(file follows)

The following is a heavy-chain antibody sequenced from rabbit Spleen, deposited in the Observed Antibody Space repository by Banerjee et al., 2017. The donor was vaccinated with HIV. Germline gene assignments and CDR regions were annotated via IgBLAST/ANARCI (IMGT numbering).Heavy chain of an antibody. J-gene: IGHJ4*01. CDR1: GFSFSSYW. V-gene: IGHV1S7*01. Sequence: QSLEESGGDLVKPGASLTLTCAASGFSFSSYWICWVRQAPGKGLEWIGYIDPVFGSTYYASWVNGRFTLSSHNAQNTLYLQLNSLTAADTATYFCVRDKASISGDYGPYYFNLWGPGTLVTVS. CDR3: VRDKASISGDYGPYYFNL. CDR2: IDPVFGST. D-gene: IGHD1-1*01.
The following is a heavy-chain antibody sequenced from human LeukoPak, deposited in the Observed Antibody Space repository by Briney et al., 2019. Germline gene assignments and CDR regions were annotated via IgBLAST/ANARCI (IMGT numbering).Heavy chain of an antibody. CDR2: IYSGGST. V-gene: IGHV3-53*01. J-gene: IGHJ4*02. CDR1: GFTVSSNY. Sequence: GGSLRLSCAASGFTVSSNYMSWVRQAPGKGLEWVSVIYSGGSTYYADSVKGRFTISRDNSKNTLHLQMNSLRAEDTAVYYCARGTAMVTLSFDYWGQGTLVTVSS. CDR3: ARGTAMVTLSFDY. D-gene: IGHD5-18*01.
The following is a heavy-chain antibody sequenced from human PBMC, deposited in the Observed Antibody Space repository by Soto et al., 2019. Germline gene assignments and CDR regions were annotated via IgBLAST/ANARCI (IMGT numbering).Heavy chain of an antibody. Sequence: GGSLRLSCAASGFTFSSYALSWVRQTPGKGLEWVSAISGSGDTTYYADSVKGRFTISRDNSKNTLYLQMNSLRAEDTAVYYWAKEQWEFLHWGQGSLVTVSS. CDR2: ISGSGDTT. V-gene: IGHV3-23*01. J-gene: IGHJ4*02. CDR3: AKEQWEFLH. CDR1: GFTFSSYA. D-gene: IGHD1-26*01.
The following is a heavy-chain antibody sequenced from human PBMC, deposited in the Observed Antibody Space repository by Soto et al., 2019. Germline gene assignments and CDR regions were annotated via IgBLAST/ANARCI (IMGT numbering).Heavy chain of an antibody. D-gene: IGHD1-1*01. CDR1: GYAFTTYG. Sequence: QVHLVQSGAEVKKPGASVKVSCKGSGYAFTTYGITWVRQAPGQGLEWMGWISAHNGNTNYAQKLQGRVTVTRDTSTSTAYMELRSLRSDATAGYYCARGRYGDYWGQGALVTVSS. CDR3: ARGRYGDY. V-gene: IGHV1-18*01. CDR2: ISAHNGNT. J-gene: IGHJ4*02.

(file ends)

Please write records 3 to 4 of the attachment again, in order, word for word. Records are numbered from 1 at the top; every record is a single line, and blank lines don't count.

The following is a heavy-chain antibody sequenced from human PBMC, deposited in the Observed Antibody Space repository by Soto et al., 2019. Germline gene assignments and CDR regions were annotated via IgBLAST/ANARCI (IMGT numbering).Heavy chain of an antibody. Sequence: GGSLRLSCAASGFTFSSYALSWVRQTPGKGLEWVSAISGSGDTTYYADSVKGRFTISRDNSKNTLYLQMNSLRAEDTAVYYWAKEQWEFLHWGQGSLVTVSS. CDR2: ISGSGDTT. V-gene: IGHV3-23*01. J-gene: IGHJ4*02. CDR3: AKEQWEFLH. CDR1: GFTFSSYA. D-gene: IGHD1-26*01.
The following is a heavy-chain antibody sequenced from human PBMC, deposited in the Observed Antibody Space repository by Soto et al., 2019. Germline gene assignments and CDR regions were annotated via IgBLAST/ANARCI (IMGT numbering).Heavy chain of an antibody. D-gene: IGHD1-1*01. CDR1: GYAFTTYG. Sequence: QVHLVQSGAEVKKPGASVKVSCKGSGYAFTTYGITWVRQAPGQGLEWMGWISAHNGNTNYAQKLQGRVTVTRDTSTSTAYMELRSLRSDATAGYYCARGRYGDYWGQGALVTVSS. CDR3: ARGRYGDY. V-gene: IGHV1-18*01. CDR2: ISAHNGNT. J-gene: IGHJ4*02.